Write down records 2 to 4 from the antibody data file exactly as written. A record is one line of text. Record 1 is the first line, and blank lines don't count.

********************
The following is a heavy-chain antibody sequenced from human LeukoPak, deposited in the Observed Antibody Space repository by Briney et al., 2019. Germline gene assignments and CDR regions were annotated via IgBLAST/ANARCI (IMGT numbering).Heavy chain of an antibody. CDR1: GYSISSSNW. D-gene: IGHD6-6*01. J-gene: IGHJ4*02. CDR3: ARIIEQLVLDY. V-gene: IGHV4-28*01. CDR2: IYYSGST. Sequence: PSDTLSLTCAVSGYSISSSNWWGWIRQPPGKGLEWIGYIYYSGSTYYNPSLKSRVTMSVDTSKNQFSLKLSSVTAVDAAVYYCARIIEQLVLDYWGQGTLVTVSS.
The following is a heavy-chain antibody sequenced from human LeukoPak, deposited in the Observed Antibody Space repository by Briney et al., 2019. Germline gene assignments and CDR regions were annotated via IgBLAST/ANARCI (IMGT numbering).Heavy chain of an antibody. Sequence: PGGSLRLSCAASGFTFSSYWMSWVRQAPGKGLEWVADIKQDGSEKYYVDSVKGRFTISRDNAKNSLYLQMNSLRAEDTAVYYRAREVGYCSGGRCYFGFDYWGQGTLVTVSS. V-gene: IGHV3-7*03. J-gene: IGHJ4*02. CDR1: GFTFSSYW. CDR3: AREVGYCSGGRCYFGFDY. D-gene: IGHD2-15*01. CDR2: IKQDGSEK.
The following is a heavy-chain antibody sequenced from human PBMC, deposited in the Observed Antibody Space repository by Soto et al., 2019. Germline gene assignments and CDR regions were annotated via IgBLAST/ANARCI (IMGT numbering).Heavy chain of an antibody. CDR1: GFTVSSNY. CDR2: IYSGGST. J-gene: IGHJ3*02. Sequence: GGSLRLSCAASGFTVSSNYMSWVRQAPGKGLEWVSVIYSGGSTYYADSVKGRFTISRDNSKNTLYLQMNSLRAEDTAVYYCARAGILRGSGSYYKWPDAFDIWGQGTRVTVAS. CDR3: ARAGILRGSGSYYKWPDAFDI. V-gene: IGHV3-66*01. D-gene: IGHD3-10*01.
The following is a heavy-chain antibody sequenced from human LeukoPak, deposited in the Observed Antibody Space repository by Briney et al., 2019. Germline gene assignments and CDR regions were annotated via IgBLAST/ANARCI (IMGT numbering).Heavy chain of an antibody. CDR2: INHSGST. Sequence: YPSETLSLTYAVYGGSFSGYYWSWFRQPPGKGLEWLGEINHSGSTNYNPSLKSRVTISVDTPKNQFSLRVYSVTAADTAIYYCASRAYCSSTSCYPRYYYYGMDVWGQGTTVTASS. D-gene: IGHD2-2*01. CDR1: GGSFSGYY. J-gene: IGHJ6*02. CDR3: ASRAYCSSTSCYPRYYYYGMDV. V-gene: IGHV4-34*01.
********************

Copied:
The following is a heavy-chain antibody sequenced from human LeukoPak, deposited in the Observed Antibody Space repository by Briney et al., 2019. Germline gene assignments and CDR regions were annotated via IgBLAST/ANARCI (IMGT numbering).Heavy chain of an antibody. Sequence: PGGSLRLSCAASGFTFSSYWMSWVRQAPGKGLEWVADIKQDGSEKYYVDSVKGRFTISRDNAKNSLYLQMNSLRAEDTAVYYRAREVGYCSGGRCYFGFDYWGQGTLVTVSS. V-gene: IGHV3-7*03. J-gene: IGHJ4*02. CDR1: GFTFSSYW. CDR3: AREVGYCSGGRCYFGFDY. D-gene: IGHD2-15*01. CDR2: IKQDGSEK.
The following is a heavy-chain antibody sequenced from human PBMC, deposited in the Observed Antibody Space repository by Soto et al., 2019. Germline gene assignments and CDR regions were annotated via IgBLAST/ANARCI (IMGT numbering).Heavy chain of an antibody. CDR1: GFTVSSNY. CDR2: IYSGGST. J-gene: IGHJ3*02. Sequence: GGSLRLSCAASGFTVSSNYMSWVRQAPGKGLEWVSVIYSGGSTYYADSVKGRFTISRDNSKNTLYLQMNSLRAEDTAVYYCARAGILRGSGSYYKWPDAFDIWGQGTRVTVAS. CDR3: ARAGILRGSGSYYKWPDAFDI. V-gene: IGHV3-66*01. D-gene: IGHD3-10*01.
The following is a heavy-chain antibody sequenced from human LeukoPak, deposited in the Observed Antibody Space repository by Briney et al., 2019. Germline gene assignments and CDR regions were annotated via IgBLAST/ANARCI (IMGT numbering).Heavy chain of an antibody. CDR2: INHSGST. Sequence: YPSETLSLTYAVYGGSFSGYYWSWFRQPPGKGLEWLGEINHSGSTNYNPSLKSRVTISVDTPKNQFSLRVYSVTAADTAIYYCASRAYCSSTSCYPRYYYYGMDVWGQGTTVTASS. D-gene: IGHD2-2*01. CDR1: GGSFSGYY. J-gene: IGHJ6*02. CDR3: ASRAYCSSTSCYPRYYYYGMDV. V-gene: IGHV4-34*01.